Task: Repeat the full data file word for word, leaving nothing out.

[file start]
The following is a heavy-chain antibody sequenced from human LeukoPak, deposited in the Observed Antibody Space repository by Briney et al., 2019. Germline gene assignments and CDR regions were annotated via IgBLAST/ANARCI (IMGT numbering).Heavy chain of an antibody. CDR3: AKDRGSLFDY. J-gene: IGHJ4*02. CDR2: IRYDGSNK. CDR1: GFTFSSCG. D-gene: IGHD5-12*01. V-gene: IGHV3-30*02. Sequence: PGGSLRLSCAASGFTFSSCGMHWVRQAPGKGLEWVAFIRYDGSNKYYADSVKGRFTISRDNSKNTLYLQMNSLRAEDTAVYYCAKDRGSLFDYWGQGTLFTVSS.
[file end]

The following is a heavy-chain antibody sequenced from human LeukoPak, deposited in the Observed Antibody Space repository by Briney et al., 2019. Germline gene assignments and CDR regions were annotated via IgBLAST/ANARCI (IMGT numbering).Heavy chain of an antibody. CDR3: AKDRGSLFDY. J-gene: IGHJ4*02. CDR2: IRYDGSNK. CDR1: GFTFSSCG. D-gene: IGHD5-12*01. V-gene: IGHV3-30*02. Sequence: PGGSLRLSCAASGFTFSSCGMHWVRQAPGKGLEWVAFIRYDGSNKYYADSVKGRFTISRDNSKNTLYLQMNSLRAEDTAVYYCAKDRGSLFDYWGQGTLFTVSS.